In 1988, my employer staged an intervention. When I was summoned to the president’s office, I was not initially alarmed. Then I saw three Deans and the college president, all holding 4 x 6 cards and looking embarrassed and uneasy; I knew why they gathered – to stage an intervention on me. 

Each of them, in turn, was looking at the other, probably for guidance and moral support. In my case, they did not have to read the cards. I wouldn’t make a good candidate for any intervention shows since I caved at the sight of them all lined up, ready to do battle with my addiction.

I was also unwilling to listen to their collective examples of my misconduct, drunken classroom exhibitions, or other variations of my behaviors. Bailey’s Irish Crème in an overly large coffee cup didn’t fool students. 

Within two minutes, I quietly said, “What do you want me to do”? I chose treatment and went that night. 


Treatment Works: Then and Now


I would encourage anyone struggling with addiction to ask about the many methods, philosophies, and models for treatment today. Thirty-three years ago, there were only limited options when I went to treatment.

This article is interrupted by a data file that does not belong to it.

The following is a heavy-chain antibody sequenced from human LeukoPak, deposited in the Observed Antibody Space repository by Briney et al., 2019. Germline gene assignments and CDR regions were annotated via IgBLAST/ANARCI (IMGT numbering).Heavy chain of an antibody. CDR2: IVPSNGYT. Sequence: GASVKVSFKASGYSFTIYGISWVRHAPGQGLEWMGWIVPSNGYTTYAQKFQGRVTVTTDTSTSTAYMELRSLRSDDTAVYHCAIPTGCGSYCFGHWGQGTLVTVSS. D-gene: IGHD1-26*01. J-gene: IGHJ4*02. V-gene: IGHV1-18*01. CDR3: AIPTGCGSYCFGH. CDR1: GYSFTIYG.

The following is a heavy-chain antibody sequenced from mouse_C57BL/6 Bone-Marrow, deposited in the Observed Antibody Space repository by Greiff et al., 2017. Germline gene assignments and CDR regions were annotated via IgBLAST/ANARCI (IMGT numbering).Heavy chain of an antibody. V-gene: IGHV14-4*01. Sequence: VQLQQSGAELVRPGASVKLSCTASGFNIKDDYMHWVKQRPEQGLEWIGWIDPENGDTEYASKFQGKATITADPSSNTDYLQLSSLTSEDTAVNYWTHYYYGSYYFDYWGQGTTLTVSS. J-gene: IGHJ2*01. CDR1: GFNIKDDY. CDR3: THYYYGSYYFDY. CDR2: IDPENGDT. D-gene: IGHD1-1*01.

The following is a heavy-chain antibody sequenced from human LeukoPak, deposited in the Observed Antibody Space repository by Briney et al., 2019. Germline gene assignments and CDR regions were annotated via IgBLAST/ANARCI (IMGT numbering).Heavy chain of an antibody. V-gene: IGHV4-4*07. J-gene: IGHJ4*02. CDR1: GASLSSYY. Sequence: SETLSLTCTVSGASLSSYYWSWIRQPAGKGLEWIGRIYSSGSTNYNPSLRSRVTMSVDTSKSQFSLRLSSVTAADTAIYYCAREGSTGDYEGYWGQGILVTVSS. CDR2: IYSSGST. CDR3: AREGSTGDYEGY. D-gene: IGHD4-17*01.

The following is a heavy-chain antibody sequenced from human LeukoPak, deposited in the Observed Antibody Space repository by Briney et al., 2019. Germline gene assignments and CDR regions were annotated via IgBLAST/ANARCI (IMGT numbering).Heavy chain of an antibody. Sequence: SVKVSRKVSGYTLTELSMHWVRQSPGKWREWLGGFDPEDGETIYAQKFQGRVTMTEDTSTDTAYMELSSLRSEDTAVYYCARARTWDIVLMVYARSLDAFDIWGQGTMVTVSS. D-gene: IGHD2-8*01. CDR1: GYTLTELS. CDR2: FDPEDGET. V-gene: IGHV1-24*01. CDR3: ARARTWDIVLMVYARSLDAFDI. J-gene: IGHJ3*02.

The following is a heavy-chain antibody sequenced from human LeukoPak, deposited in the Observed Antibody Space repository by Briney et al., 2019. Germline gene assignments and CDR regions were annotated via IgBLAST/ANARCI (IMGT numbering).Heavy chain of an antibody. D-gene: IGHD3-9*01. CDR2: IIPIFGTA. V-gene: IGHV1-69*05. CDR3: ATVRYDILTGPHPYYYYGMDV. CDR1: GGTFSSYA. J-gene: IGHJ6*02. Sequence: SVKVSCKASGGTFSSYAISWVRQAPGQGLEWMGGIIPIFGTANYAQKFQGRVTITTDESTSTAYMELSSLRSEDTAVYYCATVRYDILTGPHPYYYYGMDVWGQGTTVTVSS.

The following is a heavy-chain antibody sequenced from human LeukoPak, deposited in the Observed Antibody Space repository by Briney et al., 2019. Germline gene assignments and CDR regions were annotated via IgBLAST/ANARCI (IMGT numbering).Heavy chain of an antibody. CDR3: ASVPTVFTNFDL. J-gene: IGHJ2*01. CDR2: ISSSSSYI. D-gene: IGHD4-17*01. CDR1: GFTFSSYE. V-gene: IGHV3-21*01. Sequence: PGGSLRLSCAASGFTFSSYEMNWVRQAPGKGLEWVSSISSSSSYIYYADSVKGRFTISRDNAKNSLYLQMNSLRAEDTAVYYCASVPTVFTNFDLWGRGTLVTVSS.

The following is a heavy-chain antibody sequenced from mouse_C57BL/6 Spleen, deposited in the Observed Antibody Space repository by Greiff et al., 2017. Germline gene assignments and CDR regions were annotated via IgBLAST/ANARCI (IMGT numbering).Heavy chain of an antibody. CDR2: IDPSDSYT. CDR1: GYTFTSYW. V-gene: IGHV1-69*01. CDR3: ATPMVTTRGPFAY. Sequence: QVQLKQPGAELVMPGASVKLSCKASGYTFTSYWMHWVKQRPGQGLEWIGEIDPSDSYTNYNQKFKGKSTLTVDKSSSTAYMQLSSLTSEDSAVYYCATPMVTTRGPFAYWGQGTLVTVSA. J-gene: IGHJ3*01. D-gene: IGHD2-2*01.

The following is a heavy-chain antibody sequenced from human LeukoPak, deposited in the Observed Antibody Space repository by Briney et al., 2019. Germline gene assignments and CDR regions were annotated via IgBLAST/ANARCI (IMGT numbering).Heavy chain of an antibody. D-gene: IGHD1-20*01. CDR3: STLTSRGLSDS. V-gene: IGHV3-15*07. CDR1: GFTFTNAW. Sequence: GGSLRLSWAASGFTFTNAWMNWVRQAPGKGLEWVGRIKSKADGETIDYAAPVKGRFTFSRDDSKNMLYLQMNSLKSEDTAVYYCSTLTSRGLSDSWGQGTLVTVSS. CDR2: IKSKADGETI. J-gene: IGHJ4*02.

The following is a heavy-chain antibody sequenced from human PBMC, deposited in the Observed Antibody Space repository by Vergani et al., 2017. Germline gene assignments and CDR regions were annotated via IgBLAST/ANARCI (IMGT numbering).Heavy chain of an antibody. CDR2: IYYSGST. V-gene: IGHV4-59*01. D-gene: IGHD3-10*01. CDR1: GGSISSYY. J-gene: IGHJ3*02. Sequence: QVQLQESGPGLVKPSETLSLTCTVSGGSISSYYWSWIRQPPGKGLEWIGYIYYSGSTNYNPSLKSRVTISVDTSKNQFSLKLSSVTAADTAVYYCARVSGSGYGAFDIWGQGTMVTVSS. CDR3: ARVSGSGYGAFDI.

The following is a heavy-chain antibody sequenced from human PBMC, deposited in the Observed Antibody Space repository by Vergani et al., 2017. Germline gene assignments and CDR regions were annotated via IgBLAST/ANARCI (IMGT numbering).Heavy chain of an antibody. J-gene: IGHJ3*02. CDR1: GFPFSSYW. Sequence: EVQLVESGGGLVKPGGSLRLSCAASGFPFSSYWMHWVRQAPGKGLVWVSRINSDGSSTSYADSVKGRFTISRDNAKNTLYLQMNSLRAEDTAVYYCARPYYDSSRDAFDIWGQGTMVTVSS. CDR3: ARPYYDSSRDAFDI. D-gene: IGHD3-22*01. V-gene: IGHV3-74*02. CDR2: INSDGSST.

My medical problems from my Xanax use and daily alcohol consumption meant that I needed a three-week detox, followed by three extra weeks in intense treatment. I realize that without a safe, locked facility and caring, nurturing counselors, I would have relapsed and never achieved all that I have. 

Without treatment, I would have stayed trapped as that lifeless bulb, never realizing the potential to flower and spread the word that recovery works. 


Tulips Multiply


There is another interesting aspect of tulips. They reproduce other bulbs. The tulips bloomed in the yard, and the women blossomed at North House. To date, “tulip recovery’ has spread from Georgia to Alabama, up to Indiana and Michigan, over to Montana, and down to California, where graduates of North House now live. 


Continuing to Spread the Word